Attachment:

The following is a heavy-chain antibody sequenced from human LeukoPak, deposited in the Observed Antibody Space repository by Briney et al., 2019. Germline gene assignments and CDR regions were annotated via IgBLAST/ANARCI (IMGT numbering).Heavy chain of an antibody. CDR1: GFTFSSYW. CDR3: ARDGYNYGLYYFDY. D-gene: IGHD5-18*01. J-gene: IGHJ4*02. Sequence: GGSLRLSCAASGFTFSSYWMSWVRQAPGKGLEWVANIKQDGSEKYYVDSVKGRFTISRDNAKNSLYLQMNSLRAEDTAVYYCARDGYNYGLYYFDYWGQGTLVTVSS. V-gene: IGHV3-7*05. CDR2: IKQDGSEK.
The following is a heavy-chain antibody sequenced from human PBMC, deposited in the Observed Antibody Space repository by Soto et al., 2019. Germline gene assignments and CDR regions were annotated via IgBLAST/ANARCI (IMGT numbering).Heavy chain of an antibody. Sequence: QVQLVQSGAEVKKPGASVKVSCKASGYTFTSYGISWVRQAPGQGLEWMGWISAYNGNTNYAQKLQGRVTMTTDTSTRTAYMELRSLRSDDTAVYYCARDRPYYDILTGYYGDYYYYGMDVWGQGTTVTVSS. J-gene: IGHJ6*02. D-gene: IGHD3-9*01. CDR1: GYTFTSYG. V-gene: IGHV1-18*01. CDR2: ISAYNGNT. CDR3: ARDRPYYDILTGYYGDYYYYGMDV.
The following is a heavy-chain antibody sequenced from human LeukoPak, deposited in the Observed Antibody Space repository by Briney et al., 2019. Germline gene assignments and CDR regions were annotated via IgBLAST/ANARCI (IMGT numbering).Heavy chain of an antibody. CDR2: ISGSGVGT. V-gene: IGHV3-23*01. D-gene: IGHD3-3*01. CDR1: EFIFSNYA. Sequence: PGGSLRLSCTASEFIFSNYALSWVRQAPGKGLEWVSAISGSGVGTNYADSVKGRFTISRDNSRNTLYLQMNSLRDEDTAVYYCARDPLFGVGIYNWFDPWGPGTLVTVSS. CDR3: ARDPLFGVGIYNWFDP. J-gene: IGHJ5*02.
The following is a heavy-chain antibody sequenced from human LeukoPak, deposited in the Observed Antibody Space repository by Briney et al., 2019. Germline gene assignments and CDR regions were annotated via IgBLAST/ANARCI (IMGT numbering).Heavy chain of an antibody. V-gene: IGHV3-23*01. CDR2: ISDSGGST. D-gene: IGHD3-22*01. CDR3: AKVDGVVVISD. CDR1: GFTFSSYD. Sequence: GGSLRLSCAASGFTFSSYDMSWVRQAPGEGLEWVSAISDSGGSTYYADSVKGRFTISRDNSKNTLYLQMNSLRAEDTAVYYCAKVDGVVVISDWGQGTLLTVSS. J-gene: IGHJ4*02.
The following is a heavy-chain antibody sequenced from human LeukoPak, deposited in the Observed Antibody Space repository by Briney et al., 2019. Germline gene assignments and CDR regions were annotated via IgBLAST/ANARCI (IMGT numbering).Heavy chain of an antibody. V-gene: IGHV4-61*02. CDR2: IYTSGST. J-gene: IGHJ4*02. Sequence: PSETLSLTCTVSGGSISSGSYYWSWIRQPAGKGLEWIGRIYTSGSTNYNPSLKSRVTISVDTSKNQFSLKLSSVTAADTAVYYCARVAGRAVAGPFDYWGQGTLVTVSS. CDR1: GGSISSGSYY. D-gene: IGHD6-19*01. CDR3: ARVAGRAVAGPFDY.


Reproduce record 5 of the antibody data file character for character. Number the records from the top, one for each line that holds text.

The following is a heavy-chain antibody sequenced from human LeukoPak, deposited in the Observed Antibody Space repository by Briney et al., 2019. Germline gene assignments and CDR regions were annotated via IgBLAST/ANARCI (IMGT numbering).Heavy chain of an antibody. V-gene: IGHV4-61*02. CDR2: IYTSGST. J-gene: IGHJ4*02. Sequence: PSETLSLTCTVSGGSISSGSYYWSWIRQPAGKGLEWIGRIYTSGSTNYNPSLKSRVTISVDTSKNQFSLKLSSVTAADTAVYYCARVAGRAVAGPFDYWGQGTLVTVSS. CDR1: GGSISSGSYY. D-gene: IGHD6-19*01. CDR3: ARVAGRAVAGPFDY.